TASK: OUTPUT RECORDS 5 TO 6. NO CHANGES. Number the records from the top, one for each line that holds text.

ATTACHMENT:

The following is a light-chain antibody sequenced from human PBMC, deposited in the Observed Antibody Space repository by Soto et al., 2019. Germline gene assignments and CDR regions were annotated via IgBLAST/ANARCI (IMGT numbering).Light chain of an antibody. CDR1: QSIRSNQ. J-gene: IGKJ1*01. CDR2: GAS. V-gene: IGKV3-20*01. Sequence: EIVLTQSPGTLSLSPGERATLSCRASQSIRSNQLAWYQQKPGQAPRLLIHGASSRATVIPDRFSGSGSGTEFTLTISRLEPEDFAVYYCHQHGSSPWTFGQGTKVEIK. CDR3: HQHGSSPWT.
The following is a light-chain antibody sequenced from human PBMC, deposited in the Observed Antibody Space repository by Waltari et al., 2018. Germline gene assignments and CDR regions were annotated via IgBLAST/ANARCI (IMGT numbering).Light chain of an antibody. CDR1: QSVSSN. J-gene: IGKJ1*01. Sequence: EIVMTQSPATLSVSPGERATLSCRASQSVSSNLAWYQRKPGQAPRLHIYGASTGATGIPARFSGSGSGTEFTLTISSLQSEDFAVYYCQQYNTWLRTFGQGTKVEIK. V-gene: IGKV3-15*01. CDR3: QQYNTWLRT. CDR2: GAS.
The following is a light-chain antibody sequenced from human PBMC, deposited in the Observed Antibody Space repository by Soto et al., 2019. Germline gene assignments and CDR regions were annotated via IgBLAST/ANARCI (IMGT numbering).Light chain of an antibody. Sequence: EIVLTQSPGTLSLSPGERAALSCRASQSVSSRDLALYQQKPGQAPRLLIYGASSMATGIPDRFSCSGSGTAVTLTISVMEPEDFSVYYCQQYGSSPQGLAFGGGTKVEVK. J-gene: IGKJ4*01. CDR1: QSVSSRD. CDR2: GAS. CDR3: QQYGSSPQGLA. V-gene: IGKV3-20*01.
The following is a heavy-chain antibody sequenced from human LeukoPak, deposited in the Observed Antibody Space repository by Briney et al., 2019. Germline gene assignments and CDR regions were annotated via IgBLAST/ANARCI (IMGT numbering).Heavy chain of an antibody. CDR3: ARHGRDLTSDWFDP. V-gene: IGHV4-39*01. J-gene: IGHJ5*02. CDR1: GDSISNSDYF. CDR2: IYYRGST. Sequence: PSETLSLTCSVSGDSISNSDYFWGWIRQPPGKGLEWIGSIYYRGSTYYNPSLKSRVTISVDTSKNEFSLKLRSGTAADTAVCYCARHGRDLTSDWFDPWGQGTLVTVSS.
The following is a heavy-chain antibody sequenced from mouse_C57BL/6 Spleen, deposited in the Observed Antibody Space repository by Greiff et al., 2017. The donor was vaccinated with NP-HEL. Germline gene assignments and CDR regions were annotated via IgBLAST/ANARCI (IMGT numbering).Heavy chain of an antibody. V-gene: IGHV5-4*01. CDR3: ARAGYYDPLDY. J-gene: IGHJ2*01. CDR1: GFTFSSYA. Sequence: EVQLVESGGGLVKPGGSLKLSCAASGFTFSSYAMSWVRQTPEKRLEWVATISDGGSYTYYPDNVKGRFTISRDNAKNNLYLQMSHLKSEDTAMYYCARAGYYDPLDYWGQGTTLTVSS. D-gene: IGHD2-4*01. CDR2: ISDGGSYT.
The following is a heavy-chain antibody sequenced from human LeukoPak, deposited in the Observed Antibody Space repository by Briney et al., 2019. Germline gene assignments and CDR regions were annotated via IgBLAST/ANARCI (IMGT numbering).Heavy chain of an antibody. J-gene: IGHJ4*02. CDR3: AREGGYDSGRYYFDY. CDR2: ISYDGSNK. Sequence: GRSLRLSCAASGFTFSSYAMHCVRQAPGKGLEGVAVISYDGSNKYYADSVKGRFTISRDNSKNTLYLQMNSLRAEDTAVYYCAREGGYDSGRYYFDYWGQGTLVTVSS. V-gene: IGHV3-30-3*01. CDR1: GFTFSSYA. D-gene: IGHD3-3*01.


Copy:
The following is a heavy-chain antibody sequenced from mouse_C57BL/6 Spleen, deposited in the Observed Antibody Space repository by Greiff et al., 2017. The donor was vaccinated with NP-HEL. Germline gene assignments and CDR regions were annotated via IgBLAST/ANARCI (IMGT numbering).Heavy chain of an antibody. V-gene: IGHV5-4*01. CDR3: ARAGYYDPLDY. J-gene: IGHJ2*01. CDR1: GFTFSSYA. Sequence: EVQLVESGGGLVKPGGSLKLSCAASGFTFSSYAMSWVRQTPEKRLEWVATISDGGSYTYYPDNVKGRFTISRDNAKNNLYLQMSHLKSEDTAMYYCARAGYYDPLDYWGQGTTLTVSS. D-gene: IGHD2-4*01. CDR2: ISDGGSYT.
The following is a heavy-chain antibody sequenced from human LeukoPak, deposited in the Observed Antibody Space repository by Briney et al., 2019. Germline gene assignments and CDR regions were annotated via IgBLAST/ANARCI (IMGT numbering).Heavy chain of an antibody. J-gene: IGHJ4*02. CDR3: AREGGYDSGRYYFDY. CDR2: ISYDGSNK. Sequence: GRSLRLSCAASGFTFSSYAMHCVRQAPGKGLEGVAVISYDGSNKYYADSVKGRFTISRDNSKNTLYLQMNSLRAEDTAVYYCAREGGYDSGRYYFDYWGQGTLVTVSS. V-gene: IGHV3-30-3*01. CDR1: GFTFSSYA. D-gene: IGHD3-3*01.